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Floods prompt evacuations in shrine town

PARIS — Pilgrims trek by the millions each year to the Roman Catholic shrine in Lourdes, many looking to drink its spring waters reputed for their healing powers.

This time, visitors were fleeing a different kind of water — floodwaters — in the southwestern French town.

Rescue teams helped hundreds of pilgrims escape waterlogged hotels Saturday after heavy rains led the Gave River to overrun its banks — and even wash up into the town’s famed grotto, where many Catholics believe the Virgin Mary appeared to a 14-year-old girl named Bernadette Soubirous in 1858.

The regional government issued a statement late Saturday saying 427 people had been evacuated from their hotels.

The Red Cross and regional authorities provided food and shelter to the escapees, as authorities warned of forecasts for more rain in the region.

In one televised image, a rescuer waded waist-deep into a hotel lobby with a red boat in tow and teams helped elderly visitors inside for a trip to higher ground.

Others showed a fast-flowing, white-water river rumbling through the town, and the grotto — or cave — was filled with about 1.5 meters of water, under a niche statute of the Virgin Mary.

Visits to the grotto were temporarily suspended. Officials say the town draws about 6 million visitors a year — mainly looking to see the grotto. The shrine has special meaning for the suffering, many of whom believe its spring water can heal and even work miracles.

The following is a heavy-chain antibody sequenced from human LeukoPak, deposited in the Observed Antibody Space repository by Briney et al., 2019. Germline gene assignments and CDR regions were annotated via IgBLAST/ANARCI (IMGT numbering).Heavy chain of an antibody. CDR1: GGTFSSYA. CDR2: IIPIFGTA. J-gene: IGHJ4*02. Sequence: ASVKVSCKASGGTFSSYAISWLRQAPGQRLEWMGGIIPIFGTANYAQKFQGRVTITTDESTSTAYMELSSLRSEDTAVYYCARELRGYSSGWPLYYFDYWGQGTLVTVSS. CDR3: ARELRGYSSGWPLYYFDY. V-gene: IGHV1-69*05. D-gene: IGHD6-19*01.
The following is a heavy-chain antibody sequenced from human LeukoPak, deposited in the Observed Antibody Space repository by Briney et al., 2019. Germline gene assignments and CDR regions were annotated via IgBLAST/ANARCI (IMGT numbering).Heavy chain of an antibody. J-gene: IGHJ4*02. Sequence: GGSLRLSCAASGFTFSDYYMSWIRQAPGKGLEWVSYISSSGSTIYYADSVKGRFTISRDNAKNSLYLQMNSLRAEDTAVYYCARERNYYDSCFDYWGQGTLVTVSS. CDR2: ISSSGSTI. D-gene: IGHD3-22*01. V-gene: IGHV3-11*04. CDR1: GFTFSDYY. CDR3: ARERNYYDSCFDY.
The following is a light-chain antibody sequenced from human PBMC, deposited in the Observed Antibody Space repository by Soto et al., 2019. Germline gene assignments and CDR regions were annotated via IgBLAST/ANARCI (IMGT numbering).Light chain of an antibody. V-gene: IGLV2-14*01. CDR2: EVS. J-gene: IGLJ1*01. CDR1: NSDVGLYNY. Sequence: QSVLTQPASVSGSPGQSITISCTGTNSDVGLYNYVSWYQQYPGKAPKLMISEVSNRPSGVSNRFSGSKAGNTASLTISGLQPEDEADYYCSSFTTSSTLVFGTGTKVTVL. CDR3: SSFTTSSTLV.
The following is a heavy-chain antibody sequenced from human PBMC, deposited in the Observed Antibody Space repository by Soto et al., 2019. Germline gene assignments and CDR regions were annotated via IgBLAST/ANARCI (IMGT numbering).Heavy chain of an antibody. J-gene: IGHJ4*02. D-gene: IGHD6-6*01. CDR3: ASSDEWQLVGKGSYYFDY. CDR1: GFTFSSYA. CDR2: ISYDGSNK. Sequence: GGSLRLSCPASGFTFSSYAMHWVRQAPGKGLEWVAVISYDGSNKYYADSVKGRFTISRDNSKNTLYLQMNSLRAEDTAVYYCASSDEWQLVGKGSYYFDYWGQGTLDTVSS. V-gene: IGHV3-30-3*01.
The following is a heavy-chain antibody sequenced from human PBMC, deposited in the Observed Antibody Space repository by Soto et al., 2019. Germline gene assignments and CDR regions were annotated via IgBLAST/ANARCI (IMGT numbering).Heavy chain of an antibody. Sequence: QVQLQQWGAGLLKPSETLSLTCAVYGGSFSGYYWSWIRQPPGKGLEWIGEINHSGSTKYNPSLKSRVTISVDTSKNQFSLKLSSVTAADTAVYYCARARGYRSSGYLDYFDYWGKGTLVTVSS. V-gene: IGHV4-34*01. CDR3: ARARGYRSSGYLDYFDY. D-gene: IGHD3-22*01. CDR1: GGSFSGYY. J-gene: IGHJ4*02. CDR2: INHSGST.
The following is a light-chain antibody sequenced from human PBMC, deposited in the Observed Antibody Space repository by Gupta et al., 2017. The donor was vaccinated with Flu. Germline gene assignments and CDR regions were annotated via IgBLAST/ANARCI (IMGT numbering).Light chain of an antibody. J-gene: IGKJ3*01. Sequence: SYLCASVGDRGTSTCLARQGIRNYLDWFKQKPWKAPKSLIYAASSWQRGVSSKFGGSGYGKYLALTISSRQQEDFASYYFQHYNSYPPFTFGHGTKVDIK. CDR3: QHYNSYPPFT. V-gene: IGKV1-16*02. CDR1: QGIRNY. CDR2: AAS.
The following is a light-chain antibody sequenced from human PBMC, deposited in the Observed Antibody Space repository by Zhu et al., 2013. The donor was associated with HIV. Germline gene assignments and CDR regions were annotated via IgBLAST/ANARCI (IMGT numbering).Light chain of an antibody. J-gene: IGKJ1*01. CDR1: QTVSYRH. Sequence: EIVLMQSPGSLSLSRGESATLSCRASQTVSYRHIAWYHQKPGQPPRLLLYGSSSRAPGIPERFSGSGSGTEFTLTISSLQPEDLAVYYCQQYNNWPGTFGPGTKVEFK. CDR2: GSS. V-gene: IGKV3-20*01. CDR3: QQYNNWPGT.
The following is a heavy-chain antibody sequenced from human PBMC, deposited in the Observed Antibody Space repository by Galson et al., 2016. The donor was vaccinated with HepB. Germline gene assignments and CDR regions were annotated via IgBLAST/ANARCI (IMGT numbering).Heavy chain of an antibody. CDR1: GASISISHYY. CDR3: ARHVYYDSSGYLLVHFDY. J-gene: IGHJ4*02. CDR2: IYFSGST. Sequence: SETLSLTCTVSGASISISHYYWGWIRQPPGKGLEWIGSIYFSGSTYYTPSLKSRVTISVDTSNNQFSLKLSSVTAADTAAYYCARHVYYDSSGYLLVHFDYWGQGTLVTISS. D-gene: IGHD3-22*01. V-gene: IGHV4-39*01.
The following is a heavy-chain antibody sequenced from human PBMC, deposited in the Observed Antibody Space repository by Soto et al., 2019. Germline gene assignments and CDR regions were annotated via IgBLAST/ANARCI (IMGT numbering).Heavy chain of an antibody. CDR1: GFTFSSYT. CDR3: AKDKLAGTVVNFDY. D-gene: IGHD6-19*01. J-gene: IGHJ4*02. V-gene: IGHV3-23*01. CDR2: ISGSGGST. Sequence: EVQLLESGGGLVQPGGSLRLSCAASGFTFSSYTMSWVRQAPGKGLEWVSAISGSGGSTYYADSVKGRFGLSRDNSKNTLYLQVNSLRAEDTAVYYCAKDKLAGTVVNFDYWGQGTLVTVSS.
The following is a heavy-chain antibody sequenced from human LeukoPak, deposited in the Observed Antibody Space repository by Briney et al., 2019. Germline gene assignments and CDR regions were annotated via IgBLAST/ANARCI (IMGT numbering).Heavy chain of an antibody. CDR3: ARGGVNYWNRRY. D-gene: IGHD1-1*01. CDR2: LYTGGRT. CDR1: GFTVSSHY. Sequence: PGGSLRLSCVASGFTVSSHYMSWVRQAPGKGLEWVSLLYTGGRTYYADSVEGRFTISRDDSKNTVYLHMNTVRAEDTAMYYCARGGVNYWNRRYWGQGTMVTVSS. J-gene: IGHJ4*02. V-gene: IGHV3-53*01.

Royals tie knotin religious ceremony

LUXEMBOURG | Under a canopy of soldiers’ drawn swords as church bells tolled, Prince Guillaume of Luxembourg and Belgian Countess Stephanie de Lannoy emerged smiling Saturday from the tiny duchy’s Notre Dame Cathedral after wrapping up a two-day wedding gala with a religious ceremony.

With a celebratory fireworks show still to come, onlookers and well-wishers lined the superscrubbed streets near the cathedral and roared with joy as the newlyweds looked down from a red velvet-covered palace balcony, and haltingly — but deeply — kissed for the crowd.

The church wedding of Prince Guillaume — the 30-year-old heir to the throne and Luxembourg’s grand duke-to-be — and the Belgian countess drew top-drawer guest list.

It came a day after a civil ceremony at Luxembourg City Hall.

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